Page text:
Tuesday, February 8, 2011

Obama Captures Essence of Tea Party in Bill O'Reilly interview

By now most of you know how President Obama took Bill O'Reilly to the woodshed, in his pre-Superbowl interview. O'Reilly, long accustomed to intimidating and dominating his guests, found it difficult to dent Obama's Teflon demeanor. I'm not an expert but O'Reilly looked intimidated and frightened by the President's poise. Aside from the aesthetics, Obama made a point I think ought to be repeated. When O'Reilly asked the President whether he was disturbed that "people hated him" he answered in this way:

OBAMA:The truth is, the people and--and I'm sure previous presidents would say the same thing--The people who dislike you don't know you...

O'REILLY: But they hate you.

OBAMA: The folks who hate you don't know you--

O'REILLY: That's true--

OBAMA:What they hate is whatever fun house mirror image of you that's out there. They don't hate you, and so you don't take it personally.

The "they" that O'Reilly was probably referring to, includes the Tea Party cohort and the Republican rank-and-file. Their personal disapproval animates much of the emotional and visceral reaction this faction of the country has towards Obama. Obama's answer accurately captures the Tea Party; though they claim they want to put an end to "big government," "tax and spend liberalism," and socialized medicine," much of this is just a rhetorical cover: government spending increased dramatically under Republican President George Bush, and no Tea Parties sprout up. Taxes are at there lowest point in 50 years, and the Obama Health care plan is roughly the same as the policy implemented by Mitt Romney (R-MA) in Massachusetts, and one endorsed by Bob Dole the 1996 Republican Presidential Nominee. None of these policies spawned the raucous opposition Obama faces today, although the people opposing him cite the very proposals Republicans supported in the past.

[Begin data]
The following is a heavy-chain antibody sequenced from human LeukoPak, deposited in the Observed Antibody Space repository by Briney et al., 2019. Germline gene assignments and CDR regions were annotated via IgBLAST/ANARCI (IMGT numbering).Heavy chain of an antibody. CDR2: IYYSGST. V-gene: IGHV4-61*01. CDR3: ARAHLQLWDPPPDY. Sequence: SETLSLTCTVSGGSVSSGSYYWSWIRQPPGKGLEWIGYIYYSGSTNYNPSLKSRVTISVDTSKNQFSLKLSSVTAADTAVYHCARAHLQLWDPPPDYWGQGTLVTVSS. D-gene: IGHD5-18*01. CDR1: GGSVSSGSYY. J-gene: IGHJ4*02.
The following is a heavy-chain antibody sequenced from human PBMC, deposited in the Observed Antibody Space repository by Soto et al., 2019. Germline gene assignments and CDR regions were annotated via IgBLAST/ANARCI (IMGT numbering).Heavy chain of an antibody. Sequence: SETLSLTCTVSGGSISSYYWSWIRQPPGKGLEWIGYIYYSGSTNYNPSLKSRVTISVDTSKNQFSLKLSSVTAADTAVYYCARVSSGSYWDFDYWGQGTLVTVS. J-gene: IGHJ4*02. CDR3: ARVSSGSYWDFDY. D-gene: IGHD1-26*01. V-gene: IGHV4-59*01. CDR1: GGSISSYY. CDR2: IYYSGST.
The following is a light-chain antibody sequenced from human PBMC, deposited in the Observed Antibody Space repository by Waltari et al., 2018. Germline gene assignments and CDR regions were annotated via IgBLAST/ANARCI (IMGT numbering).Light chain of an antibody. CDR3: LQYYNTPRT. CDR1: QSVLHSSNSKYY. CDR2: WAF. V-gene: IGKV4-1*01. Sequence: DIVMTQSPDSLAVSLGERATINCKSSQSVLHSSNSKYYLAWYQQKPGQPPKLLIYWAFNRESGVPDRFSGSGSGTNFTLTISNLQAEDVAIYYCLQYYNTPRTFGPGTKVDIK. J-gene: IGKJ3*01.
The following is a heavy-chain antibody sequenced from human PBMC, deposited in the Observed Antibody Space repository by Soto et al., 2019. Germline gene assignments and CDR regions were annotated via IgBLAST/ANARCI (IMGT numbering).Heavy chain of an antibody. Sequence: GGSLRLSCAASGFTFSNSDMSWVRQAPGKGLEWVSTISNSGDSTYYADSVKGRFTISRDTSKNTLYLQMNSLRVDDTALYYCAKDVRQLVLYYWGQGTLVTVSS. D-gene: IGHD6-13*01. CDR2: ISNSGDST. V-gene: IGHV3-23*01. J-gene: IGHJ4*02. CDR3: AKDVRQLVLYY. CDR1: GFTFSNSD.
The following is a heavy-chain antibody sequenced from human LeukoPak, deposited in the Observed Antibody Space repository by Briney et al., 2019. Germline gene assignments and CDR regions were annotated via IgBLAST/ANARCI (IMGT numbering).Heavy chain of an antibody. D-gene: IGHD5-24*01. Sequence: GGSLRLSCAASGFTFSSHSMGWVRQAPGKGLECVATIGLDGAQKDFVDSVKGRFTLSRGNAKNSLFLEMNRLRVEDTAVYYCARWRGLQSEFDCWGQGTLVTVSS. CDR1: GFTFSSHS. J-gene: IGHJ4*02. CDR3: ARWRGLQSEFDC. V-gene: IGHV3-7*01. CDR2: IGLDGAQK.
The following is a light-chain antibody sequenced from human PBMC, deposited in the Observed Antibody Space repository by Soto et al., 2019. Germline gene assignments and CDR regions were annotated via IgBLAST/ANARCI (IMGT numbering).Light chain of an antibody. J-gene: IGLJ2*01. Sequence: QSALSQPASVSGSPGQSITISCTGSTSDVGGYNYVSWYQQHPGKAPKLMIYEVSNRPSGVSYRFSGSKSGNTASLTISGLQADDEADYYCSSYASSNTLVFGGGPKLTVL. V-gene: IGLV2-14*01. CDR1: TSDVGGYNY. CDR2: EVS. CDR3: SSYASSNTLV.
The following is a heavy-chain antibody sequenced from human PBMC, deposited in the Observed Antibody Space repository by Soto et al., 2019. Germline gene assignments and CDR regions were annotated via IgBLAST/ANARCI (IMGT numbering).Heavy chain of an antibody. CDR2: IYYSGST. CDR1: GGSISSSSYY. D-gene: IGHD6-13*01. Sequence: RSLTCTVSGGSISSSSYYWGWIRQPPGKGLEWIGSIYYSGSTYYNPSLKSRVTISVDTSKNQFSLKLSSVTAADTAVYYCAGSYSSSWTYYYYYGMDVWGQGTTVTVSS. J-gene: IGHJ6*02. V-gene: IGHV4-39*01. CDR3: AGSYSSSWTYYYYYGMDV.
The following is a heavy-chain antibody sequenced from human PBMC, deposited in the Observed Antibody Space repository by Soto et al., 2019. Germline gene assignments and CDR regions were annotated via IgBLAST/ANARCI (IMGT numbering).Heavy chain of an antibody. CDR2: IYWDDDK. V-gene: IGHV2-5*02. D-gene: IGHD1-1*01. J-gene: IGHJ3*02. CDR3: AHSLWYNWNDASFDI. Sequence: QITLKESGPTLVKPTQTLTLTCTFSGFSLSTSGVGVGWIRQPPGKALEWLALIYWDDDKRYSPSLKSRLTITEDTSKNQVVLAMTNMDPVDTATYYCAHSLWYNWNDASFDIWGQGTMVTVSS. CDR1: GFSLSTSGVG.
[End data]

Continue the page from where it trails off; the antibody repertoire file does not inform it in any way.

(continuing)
These facts have been thoroughly documented but I feel the need to repeat them because Democrats are operating under the idea that they should strive to find middle ground with the conservative base or politicians beholden to it. Recent moves to the "center" by Sen. Claire McCaskill (D-MO), and articles like this one in the Washington Post, on the demise of the corporatist (though self styled centrist) Democratic Leadership Council are in part based on the idea that liberal overreach has caused Democrats to lose. And Per-Digby Democrats clearly believe that their losses in the midterms are cause because they were too liberal and hope governing from the "Center" will bring them victory.

Obviously from a progressive perspective politicians McCaskill are far superior to their right-wing alternatives. But Democrats who feel that taking up "centrist" positions on issues like the budget, or trying to find common ground on abortion will somehow generate goodwill from Republicans have miscalculated. To repeat Obama "What they hate is what ever fun house mirror image of you is out there." Obama, McCaskill, and other Democrats generate intense personal dislike from conservatives simply by virtue of being Democrats. And no matter how much Democrats "Move to the Center" the Republican base will still oppose them viciously.

Furthermore terms like Centrism and Moderate are constantly changing. Tea Party outrage made policies that Bush, Romney, and Dole endorsed in the past suddenly radical Marxist ideas. Rather than simply allowing the goalposts to shift, and meekly give in to the "fun house" personalization of their policies Democrats should articulate and seriously fight for the progressive policies they claim to believe in.

Democratic Party leaders have historically let themselves and their policies be caricatured as the epitome of evil, and unfortunately for them, desperately flailing toward the "Center" has not mitigated this caricature. President Clinton's famed "triangulation" didn't stop him from being impeached. And in 2010 most of the Democrats who voted against health care reform went down in defeat (including Ike Skelton D-Missouri). None of this is to say that the Democratic Party should attempt to shut out conservatives. But the party spent most of the last two years watering down legislation to appeal to Republicans and work out compromises, and for Republicans compromise is only possible if their positions are adopted whole sale (re:Bush Tax Cut extensions). I hope President Obama and Democrats reflect on the fact that the conservative bases' intense disapproval of them is premised on a "fun house mirror image" created in part by the Right wing media. Aborting, or not articulating progressive policies will not appease them.

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